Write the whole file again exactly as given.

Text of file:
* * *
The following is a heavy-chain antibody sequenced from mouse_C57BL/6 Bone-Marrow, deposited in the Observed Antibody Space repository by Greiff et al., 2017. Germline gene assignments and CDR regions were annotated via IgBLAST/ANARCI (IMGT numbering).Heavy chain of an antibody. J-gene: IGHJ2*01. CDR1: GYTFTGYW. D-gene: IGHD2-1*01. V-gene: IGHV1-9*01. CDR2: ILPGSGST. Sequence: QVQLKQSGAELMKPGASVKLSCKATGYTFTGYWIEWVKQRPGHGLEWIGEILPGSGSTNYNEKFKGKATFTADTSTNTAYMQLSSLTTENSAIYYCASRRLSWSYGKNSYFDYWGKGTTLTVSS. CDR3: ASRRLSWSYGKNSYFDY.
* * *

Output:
The following is a heavy-chain antibody sequenced from mouse_C57BL/6 Bone-Marrow, deposited in the Observed Antibody Space repository by Greiff et al., 2017. Germline gene assignments and CDR regions were annotated via IgBLAST/ANARCI (IMGT numbering).Heavy chain of an antibody. J-gene: IGHJ2*01. CDR1: GYTFTGYW. D-gene: IGHD2-1*01. V-gene: IGHV1-9*01. CDR2: ILPGSGST. Sequence: QVQLKQSGAELMKPGASVKLSCKATGYTFTGYWIEWVKQRPGHGLEWIGEILPGSGSTNYNEKFKGKATFTADTSTNTAYMQLSSLTTENSAIYYCASRRLSWSYGKNSYFDYWGKGTTLTVSS. CDR3: ASRRLSWSYGKNSYFDY.